Amaechi doesn’t soft-pedal the NBA’s homophobia, but he believes it’s more “a convention of a particular brand of masculinity than a genuine prejudice.” A team bus ride past a billboard reading “SOMEONE YOU KNOW IS GAY,” for example, launches a “cacophony of shock and horror.” Rather than rant about his teammates, Amaechi points out the locker room’s sexual ironies. “They checked out each other’s cocks. They primped in front of the mirror. ¦ They tried on each other’s $10,000 suits and shoes. ¦ And I’m the gay one. Hah!”
The most interesting revelation in Man in the Middle has nothing to do with homosexuality. The profoundly isolated Amaechi says he finds common cause with other players on at least one matter: seeing sports as a means to an end. He writes that the pros play the game for a lot of reasons”money, fame, groupies, self-esteem”but that very few NBA players love basketball. “The fan sitting at home ¦ wants us to love the game like he does,” he writes. “If he knew why we really play the game, for the most part, he might not love the game. He might not even watch it.” The average fan, gay or straight, will probably find that contention more troubling than a former player’s homosexuality.
Possibly. Though Tyrus Thomas and Latrell Sprewell have probably done their share to let the world know that playing for the love of the game is an antiquated concept for some modern ballers.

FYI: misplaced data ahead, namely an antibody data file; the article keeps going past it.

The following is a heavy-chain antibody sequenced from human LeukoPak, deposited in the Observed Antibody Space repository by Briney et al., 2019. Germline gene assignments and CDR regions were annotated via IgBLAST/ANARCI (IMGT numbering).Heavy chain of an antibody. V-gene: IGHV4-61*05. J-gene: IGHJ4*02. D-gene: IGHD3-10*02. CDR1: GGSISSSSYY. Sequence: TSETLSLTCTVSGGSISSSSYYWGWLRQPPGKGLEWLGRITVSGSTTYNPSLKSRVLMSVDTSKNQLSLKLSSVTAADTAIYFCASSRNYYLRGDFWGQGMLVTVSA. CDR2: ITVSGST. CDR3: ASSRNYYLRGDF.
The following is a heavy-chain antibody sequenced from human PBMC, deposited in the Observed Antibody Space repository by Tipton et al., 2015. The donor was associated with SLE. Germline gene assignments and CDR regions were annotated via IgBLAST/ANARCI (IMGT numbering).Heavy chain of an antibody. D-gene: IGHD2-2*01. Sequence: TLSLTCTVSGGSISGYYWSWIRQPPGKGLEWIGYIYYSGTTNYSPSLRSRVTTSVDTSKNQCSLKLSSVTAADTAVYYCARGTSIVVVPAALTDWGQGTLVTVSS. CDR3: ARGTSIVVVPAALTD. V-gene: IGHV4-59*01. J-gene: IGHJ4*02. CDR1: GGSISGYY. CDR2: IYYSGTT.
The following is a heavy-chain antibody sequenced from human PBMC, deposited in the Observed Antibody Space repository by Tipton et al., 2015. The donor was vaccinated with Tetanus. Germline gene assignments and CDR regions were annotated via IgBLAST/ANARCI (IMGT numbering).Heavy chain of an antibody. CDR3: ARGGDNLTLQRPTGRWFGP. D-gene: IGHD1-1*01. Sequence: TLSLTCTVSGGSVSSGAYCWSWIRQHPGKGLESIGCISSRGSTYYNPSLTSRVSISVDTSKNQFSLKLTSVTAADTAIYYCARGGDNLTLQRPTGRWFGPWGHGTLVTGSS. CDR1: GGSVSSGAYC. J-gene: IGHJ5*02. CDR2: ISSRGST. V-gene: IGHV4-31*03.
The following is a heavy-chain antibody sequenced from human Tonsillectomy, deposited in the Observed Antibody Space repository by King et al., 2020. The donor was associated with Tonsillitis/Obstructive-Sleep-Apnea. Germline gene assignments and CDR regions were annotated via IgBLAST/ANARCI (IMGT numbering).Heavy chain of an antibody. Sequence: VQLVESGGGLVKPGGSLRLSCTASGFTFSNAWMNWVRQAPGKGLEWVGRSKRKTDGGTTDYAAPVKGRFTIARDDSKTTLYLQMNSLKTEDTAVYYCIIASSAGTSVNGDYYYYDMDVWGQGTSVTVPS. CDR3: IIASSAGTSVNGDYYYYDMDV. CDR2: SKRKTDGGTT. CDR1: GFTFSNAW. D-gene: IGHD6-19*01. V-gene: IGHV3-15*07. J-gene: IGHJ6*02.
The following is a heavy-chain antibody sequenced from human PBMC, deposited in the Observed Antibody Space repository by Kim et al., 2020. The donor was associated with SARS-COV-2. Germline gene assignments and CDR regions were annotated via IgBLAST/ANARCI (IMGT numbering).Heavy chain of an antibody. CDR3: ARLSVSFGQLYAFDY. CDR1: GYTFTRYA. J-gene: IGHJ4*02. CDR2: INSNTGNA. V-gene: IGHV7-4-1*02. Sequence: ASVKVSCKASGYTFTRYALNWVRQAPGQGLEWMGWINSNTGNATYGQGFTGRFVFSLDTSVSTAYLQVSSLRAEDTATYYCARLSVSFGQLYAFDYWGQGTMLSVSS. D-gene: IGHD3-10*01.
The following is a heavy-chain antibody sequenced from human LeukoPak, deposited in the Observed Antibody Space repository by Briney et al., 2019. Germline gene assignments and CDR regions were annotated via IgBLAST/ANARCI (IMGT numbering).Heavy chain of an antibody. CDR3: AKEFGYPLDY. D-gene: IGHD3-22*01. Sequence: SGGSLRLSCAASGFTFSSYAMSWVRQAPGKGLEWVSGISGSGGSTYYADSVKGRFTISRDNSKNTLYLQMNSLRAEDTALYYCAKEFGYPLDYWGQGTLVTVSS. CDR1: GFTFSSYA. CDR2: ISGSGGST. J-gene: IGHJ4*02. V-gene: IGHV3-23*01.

Celebrating his first weekend on the ESPN payroll, True Hoop’s Henry Abbott is not only doing a tremendous job stalking the great and near-great in Vegas, but he links to a Marc Stein report claiming Dwight Howard wanted the rims raised to 12 feet for his Dunk Contest attempts (the league said “fuck no”). I can neither confirm nor deny that Nate Robinson made a similiar request — to lower the net to 6 feet.
After watching a hacktastic crew of Rat Pack impersonators stumble through the opening of tonight’s TNT telecast (are those boos we’re hearing in the background?), I can only respond with words I never thought I’d find myself typing : bring back Big & Rich!
Clint Holmes, huh. Nice to see David Stern and the Maloof Brothers left no stone unturned in their attempts to book entertainers who if not totally in touch with the NBA aesthetic, are amongst the most popular contemporary acts…who couldn’t get arrested anywhere else in America.
I don’t wanna say that Bill Laimbeer looks to be in less than tip-top playing condition. But I can only assume the guy that played David Puddy on “Seinfeld” had better things to do this Saturday night than compete alongside Chauncey Billups and Swin Cash.